MARCY WHEELER: I was particularly struck by details of the meeting that you described, where Trump asked all of his top national security officials to leave the room, and then asked Comey to drop the investigation into Mike Flynn. The details in there are really interesting because he describes Sessions kind of lurking, and then he leaves, Attorney General Sessions. He describes Jared Kushner as the last one to leave. And then Trump asks him to leave, as well. And there’s this sense—Comey is great at drama. There is this sense that he is inviting questions about those two, who have been implicated in this investigation, as if they wanted to be part of the request to drop the investigation into Mike Flynn—as they might be, because I’ve pointed out, and others have, that Flynn would have testimony against Jared Kushner, against the son-in-law. And so this all seems to invite questions that will be dramatically revealed just in an hour.

JUAN GONZÁLEZ: And, Marcy, it’s also unusual for someone who’s going to testify, especially a top—a former top official, to release the testimony a day beforehand, almost setting up the coverage that is going to occur today.

MARCY WHEELER: Right. I mean, this was covered internationally. I was—it showed up in the Irish press in full form. But I also think that Comey—again, the man knows drama. He knows how to get headlines. I think he was trying to undercut a kind of pathetic effort by the part of the Republicans to smear him. And as I understand it, he did ask for this to be released himself. So he’s sort of orchestrating this grand release so as to, I guess, get enough attention to push back against any of the counternarrative that the Republicans are trying.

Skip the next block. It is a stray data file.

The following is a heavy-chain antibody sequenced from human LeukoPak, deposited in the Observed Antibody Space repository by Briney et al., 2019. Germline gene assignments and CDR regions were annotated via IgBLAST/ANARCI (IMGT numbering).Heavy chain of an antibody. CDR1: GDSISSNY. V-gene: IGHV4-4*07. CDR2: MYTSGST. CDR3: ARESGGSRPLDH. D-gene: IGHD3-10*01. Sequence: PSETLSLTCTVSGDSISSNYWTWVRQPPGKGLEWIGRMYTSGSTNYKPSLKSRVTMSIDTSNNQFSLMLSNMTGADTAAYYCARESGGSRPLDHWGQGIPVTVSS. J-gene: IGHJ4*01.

AMY GOODMAN: And ultimately what this will feed into, what the testimony of Comey will feed into? And do you think it could lead to, oh, perhaps an obstruction of justice charge against the sitting president of the United States?

MARCY WHEELER: Well, it’s clear that it gets pretty close to that. And we don’t even know all of the details about how Trump might be exposed or how Kushner might be exposed. It is a first step. We also have the testimony or the non-testimony from yesterday, Admiral Rogers and Director of National Intelligence Coats, who refused to say that Trump hadn’t asked them about this. It’s quite clear that he did and that they kind of gave soft executive privilege to the president so that they didn’t have to declare that in the testimony, in the open testimony yesterday. So they’re kind of complicit. You know, Sessions seems complicit. Kushner seems involved. So, it gets really messy really quickly.

AMY GOODMAN: Marcy Wheeler, we want to thank you for being with us, independent journalist who covers national security and civil liberties, runs the website, speaking to us from Michigan.

And that does it for our show. I’ll be speaking tonight at 6:00 at the Walter Reade Theater at Lincoln Center—that’s Thursday; on Saturday morning in Chicago at the People’s Summit at 9:30 in McCormick Place; and then on Sunday at Green Fest at 1:00 at the Jacob Javits Convention Center here in New York City. You can check our website at